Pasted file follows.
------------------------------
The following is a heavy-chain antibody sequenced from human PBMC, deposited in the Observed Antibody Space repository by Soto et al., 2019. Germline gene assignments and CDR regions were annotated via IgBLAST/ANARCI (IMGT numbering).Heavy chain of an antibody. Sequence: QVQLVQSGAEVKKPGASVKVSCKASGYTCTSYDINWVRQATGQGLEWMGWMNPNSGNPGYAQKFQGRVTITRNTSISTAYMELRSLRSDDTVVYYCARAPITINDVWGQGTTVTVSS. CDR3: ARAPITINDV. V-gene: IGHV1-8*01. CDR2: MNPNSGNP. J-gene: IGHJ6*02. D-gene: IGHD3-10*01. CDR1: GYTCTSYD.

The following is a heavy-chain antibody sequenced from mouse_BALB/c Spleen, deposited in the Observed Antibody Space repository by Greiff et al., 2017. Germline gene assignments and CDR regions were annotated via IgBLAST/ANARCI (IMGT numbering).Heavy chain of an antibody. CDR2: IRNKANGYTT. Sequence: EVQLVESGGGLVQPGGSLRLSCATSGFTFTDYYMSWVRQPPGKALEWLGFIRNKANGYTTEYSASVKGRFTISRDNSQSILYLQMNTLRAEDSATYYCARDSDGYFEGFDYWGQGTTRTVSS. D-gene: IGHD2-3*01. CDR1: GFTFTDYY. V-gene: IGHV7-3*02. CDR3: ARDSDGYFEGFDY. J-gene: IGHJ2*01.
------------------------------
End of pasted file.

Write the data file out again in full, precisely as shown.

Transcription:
The following is a heavy-chain antibody sequenced from human PBMC, deposited in the Observed Antibody Space repository by Soto et al., 2019. Germline gene assignments and CDR regions were annotated via IgBLAST/ANARCI (IMGT numbering).Heavy chain of an antibody. Sequence: QVQLVQSGAEVKKPGASVKVSCKASGYTCTSYDINWVRQATGQGLEWMGWMNPNSGNPGYAQKFQGRVTITRNTSISTAYMELRSLRSDDTVVYYCARAPITINDVWGQGTTVTVSS. CDR3: ARAPITINDV. V-gene: IGHV1-8*01. CDR2: MNPNSGNP. J-gene: IGHJ6*02. D-gene: IGHD3-10*01. CDR1: GYTCTSYD.

The following is a heavy-chain antibody sequenced from mouse_BALB/c Spleen, deposited in the Observed Antibody Space repository by Greiff et al., 2017. Germline gene assignments and CDR regions were annotated via IgBLAST/ANARCI (IMGT numbering).Heavy chain of an antibody. CDR2: IRNKANGYTT. Sequence: EVQLVESGGGLVQPGGSLRLSCATSGFTFTDYYMSWVRQPPGKALEWLGFIRNKANGYTTEYSASVKGRFTISRDNSQSILYLQMNTLRAEDSATYYCARDSDGYFEGFDYWGQGTTRTVSS. D-gene: IGHD2-3*01. CDR1: GFTFTDYY. V-gene: IGHV7-3*02. CDR3: ARDSDGYFEGFDY. J-gene: IGHJ2*01.